How to disable USB sticks and limit access to USB storage devices on Windows systems | Diary Products - Hannes Schmidt Submitted by Hannes Schmidt on Sat, 08/20/2005 - 09:50. USB storage - a possible security risk? Decent IT administrators secure their networks behind firewalls. They install mail filters on their SMTP servers and deploy anti-virus software on all client workstations. But securing the network is not sufficient -- what happens if the users bring their own USB memory sticks and connect them to the computers at their office? A 1 Gb USB stick can sometimes hold an entire company's vital data. What does Microsoft have to say about it? If you, the administrator, want to establish a minimum level of security, it is absolutely necessary to control which users can connect USB memory sticks to a computer. Suggestions? Mark Heitbrink describes how to disable USB storage devices entirely on all or some computers in the network. The Howto! If we combine Mark Heitbrink's approach with the one outlined in knowledge base article 823732, we get a more reliable solution.

Creating a Cryptographic Hash Function A Cryptographic hash function is something that mechanically takes an arbitrary amount of input, and produces an "unpredictable" output of a fixed size. The unpredictableness isn't in the operation itself. Obviously, due to its mechanical nature, every time a given input is used the same output will result. This differs from non-cryptographic hash functions used for high-speed hash-tables or other data structures. An ideal hash function produces an output of n bits. If Quantum Computers scale upwards enough (as of this writing, they can factor 15=3×5) then Grover's algorithm becomes applicable. So you've decided to create your own cryptographic hash function. The Merkle-Damgård construction Many modern cryptographic hash functions are based on the "Merkle-Damgård construction". It can be proved that if the compression function is collision resistant, and if the correct type of termination is done, then the result is also collision resistant. Keccak Compression and Mixing Functions

Bit Twiddling Hacks By Sean Eron Anderson seander@cs.stanford.edu Individually, the code snippets here are in the public domain (unless otherwise noted) — feel free to use them however you please. The aggregate collection and descriptions are © 1997-2005 Sean Eron Anderson. Contents About the operation counting methodology When totaling the number of operations for algorithms here, any C operator is counted as one operation. Compute the sign of an integer int v; // we want to find the sign of v int sign; // the result goes here // CHAR_BIT is the number of bits per byte (normally 8). sign = -(v < 0); // if v < 0 then -1, else 0. // or, to avoid branching on CPUs with flag registers (IA32): sign = -(int)((unsigned int)((int)v) >> (sizeof(int) * CHAR_BIT - 1)); // or, for one less instruction (but not portable): sign = v >> (sizeof(int) * CHAR_BIT - 1); The last expression above evaluates to sign = v >> 31 for 32-bit integers. Alternatively, if you prefer the result be either -1 or +1, then use: sign = (v !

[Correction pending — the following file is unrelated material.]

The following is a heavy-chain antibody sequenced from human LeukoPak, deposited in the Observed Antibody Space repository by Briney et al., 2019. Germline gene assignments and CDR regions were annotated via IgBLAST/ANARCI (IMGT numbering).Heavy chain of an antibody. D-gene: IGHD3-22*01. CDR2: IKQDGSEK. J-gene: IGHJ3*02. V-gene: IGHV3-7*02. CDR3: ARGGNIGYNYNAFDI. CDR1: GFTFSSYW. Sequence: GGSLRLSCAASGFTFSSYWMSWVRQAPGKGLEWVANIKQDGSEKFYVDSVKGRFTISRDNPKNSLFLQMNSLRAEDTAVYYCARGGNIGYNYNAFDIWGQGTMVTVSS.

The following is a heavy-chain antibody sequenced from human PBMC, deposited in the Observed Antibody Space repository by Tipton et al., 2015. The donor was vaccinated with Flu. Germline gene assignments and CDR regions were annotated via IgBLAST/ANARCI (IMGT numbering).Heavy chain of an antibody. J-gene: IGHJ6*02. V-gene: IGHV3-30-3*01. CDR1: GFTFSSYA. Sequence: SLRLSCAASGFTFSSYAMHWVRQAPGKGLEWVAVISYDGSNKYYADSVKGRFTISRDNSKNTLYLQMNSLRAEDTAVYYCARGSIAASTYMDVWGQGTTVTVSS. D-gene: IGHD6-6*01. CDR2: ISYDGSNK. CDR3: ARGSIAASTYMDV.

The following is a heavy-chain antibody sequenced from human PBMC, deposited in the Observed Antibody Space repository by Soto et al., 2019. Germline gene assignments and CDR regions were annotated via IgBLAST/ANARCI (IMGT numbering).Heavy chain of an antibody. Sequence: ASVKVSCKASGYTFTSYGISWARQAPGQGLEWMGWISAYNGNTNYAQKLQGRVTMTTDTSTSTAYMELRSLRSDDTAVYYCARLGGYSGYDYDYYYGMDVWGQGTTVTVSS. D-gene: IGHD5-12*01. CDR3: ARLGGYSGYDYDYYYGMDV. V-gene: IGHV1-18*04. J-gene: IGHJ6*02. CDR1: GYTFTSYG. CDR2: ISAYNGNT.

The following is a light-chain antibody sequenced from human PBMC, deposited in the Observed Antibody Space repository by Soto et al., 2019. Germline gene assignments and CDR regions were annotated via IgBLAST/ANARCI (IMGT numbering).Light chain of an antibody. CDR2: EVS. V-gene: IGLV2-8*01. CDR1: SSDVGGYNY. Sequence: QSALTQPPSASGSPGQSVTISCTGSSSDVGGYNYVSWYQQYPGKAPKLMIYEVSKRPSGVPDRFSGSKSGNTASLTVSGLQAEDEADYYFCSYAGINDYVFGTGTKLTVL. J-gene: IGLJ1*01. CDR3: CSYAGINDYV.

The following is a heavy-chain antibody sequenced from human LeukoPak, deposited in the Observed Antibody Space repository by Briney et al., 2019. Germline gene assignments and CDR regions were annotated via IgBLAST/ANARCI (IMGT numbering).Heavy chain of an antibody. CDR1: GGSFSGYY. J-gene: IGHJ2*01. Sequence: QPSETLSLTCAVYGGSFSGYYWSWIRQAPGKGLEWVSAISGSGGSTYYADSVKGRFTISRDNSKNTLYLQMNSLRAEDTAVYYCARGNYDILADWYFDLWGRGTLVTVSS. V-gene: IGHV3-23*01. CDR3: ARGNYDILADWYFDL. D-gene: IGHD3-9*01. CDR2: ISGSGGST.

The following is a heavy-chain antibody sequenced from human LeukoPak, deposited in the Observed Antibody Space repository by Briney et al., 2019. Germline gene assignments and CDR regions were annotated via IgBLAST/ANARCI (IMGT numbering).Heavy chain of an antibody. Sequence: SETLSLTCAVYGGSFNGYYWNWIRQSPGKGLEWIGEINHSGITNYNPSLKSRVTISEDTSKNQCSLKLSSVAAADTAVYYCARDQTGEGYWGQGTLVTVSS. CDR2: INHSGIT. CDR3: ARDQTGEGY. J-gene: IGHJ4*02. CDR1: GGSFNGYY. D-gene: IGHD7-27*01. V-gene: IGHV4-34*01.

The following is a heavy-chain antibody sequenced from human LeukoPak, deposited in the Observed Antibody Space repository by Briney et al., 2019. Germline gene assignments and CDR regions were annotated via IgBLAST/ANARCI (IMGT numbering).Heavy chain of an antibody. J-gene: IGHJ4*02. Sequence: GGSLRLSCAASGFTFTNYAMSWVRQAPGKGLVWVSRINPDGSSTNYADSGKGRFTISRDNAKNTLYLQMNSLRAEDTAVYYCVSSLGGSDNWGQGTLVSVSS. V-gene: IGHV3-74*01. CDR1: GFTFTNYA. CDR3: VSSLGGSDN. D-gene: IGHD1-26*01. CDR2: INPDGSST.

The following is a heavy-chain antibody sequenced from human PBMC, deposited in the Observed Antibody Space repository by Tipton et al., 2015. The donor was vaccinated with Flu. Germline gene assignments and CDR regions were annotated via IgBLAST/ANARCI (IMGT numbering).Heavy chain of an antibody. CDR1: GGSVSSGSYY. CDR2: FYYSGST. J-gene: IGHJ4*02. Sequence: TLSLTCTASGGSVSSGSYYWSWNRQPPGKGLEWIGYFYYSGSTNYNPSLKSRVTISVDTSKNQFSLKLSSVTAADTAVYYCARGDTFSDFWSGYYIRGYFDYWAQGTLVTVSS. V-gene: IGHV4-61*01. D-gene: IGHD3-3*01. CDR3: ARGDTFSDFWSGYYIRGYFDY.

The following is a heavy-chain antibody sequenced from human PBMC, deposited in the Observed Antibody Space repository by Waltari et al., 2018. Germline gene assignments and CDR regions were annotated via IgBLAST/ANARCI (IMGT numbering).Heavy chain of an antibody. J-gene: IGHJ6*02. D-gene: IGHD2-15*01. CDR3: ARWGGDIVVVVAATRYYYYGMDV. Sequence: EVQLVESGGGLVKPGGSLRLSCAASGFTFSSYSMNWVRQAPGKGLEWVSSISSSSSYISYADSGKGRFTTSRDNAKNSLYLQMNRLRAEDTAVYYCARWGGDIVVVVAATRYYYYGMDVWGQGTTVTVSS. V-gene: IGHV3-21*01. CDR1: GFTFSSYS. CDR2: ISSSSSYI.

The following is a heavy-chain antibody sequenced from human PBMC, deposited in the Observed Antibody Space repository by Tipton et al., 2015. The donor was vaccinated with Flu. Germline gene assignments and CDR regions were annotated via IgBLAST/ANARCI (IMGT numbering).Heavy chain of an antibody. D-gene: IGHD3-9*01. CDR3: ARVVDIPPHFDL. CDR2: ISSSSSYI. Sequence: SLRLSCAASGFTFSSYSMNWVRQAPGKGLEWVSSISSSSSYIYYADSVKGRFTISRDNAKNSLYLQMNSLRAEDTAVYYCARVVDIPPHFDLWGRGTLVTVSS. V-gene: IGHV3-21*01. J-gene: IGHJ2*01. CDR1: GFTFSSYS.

Disabling USB Storage With Group Policy by Mitch Tulloch 11/15/2005 The security threat posed to companies by USB flash drives has been known for some time now. LabMice has a good summary of both the tremendous usefulness of these devices and the dangers they pose to businesses, both in terms of being a potential malware vector and a channel for stealing sensitive information from companies. Policy First Start by updating your company's security policy to provide guidance to employees concerning the proper use and misuse of USB storage devices. When your boss hears that anyone can now walk into an office and take a USB key from his pocket and grab megabytes of confidential business data and walk out with it undetected, her first response might be to ask, "How can we lock down our computers to prevent this from happening?" Of course, the reality sometimes is that maybe you don't have a written security policy for your company, or maybe you have one but management won't buy into it and violations are never punished.

2013 - Interview: Gilles Van Assche:<br/>Keccak, More Than Just SHA3SUM FOSDEM 2013/Interviews/Gilles Van Assche: Keccak, More Than Just SHA3SUM Gilles Van Assche and Joan Daemen will give a talk about Keccak, More Than Just SHA3SUM at FOSDEM 2013 Q: Could you briefly introduce yourself? We, Guido, Joan, Michaël and Gilles (a.k.a. the Keccak Team), are cryptographers working at STMicroelectronics (Guido, Joan, Gilles) and NXP (Michaël). During the last few years we have joined forces, concentrating on permutation-based cryptography with a focus on actual usability. Q: What will your talk be about, exactly? Recently, the American National Institute of Standards and Technology (NIST) announced the selection of Keccak as the winner of the SHA-3 Cryptographic Hash Algorithm Competition. In this talk we will introduce and highlight the strengths of our cryptographic primitive and explain how it can benefit the FOSS community. Q: What do you hope to accomplish by giving this talk? In the approach, SHA-3 was very similar to AES.